Area 2: Thomson abroad

  1. 9 of the 16 folios of Thomson’s Chart of the occupied territory in Great Aceh (Collection G. de Vries, Heveadorp)
  2. Knight’s Cross of the Military Order of William, 4th Class (IMG, The Hague)
  3. Thomson as a military observer in South Africa (3rd from left) (IMG, The Hague)

From 1894 to 1896, Thomson was assigned to the Royal Netherlands Indies Army. Thomson took part in combat in Aceh and was decorated for courageous conduct during those actions (B). Years later in the House of Representatives, he criticised such actions to combat the Jihad against the colonial government. During the Parliamentary session of 9 November 1906, Thomson lectured the House concerning the ‘sabre regime’ of General Van Dalen and reflected critically on his own actions. In his view, only an increase in the troop strength could reduce the terror of the Dutch troops and protect the indigenous population. In 1897, his Aceh chart (A) was published for the general public. Although Thomson was a trained cartographer, the Topographical Office in Batavia (Netherlands East Indies), which was planning to publish a map of Aceh of its own, dismissed him as a ‘compiler’. The Military Guide of 1898 responded: better a temporary map than temporarily no map at all.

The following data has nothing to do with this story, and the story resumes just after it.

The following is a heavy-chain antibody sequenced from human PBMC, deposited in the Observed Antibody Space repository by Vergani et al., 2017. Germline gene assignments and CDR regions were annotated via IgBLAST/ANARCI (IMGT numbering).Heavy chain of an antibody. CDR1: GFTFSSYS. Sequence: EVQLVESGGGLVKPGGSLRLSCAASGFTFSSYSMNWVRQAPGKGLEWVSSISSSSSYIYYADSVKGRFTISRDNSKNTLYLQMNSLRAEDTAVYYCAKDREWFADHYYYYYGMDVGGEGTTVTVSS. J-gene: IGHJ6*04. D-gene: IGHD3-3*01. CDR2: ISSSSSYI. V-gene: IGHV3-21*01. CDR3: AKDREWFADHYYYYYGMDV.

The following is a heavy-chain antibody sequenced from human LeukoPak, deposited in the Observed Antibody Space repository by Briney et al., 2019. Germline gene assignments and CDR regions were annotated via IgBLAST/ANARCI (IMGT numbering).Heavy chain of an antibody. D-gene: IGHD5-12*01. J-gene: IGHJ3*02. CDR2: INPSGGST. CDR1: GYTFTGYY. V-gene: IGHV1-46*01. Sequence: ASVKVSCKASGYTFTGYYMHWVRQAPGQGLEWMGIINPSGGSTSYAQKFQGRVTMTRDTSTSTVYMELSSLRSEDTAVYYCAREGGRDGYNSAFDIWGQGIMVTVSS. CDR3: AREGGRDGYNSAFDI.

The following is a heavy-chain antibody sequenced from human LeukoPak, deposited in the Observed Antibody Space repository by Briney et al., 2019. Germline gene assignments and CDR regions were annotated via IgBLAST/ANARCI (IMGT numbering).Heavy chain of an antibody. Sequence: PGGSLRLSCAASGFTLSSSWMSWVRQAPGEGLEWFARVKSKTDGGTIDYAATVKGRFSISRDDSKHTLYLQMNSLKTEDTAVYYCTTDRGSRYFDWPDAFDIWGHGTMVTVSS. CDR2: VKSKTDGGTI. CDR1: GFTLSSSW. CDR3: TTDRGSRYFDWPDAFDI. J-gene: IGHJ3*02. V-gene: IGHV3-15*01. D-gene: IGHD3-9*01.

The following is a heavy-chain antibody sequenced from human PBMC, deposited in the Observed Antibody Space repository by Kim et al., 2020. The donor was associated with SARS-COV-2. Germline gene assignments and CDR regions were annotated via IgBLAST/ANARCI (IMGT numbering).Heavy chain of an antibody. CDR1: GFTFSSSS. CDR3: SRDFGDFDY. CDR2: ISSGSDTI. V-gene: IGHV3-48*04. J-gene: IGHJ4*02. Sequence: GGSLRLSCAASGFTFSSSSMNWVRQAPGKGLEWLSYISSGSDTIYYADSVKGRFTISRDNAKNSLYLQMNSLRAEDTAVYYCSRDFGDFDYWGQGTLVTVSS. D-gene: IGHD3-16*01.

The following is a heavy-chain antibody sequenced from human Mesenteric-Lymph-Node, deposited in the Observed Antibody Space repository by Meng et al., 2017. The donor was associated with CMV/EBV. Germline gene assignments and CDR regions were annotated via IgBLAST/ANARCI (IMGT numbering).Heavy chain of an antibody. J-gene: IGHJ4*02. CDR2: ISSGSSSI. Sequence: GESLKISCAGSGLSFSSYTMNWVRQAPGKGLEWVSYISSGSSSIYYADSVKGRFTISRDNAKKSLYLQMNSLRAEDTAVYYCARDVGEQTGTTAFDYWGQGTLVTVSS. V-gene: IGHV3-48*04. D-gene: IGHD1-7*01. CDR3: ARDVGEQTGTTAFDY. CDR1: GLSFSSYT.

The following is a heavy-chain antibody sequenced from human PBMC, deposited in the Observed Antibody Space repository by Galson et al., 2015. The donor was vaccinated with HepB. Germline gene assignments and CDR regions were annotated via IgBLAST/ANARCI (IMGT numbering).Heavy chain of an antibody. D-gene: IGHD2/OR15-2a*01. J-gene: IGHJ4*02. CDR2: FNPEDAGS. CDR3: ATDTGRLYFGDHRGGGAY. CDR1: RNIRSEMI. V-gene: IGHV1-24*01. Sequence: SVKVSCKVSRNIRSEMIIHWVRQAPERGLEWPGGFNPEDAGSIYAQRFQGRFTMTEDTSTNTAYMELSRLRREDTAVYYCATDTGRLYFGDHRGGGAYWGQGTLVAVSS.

In 1899, he was dispatched as a military observer to the Boer War. Photograph C shows him among his fellow observers from the USA, Norway, France and Russia. In his Lessons from the South African War (1902), he stated that modern armaments, with rapid fire artillery, machine guns and small arms with smokeless powder required an earlier dispersion of large units than had been the case in the past. Inasmuch as that would lead to senior commanders having less contact with their troops, the initiative of lower commanders and subordinates would become very important. The strict ‘Prussian’ discipline – too strict, in Thomson’s view – of the Netherlands army should therefore make way for the training of battle-ready soldiers able to act independently within the greater whole.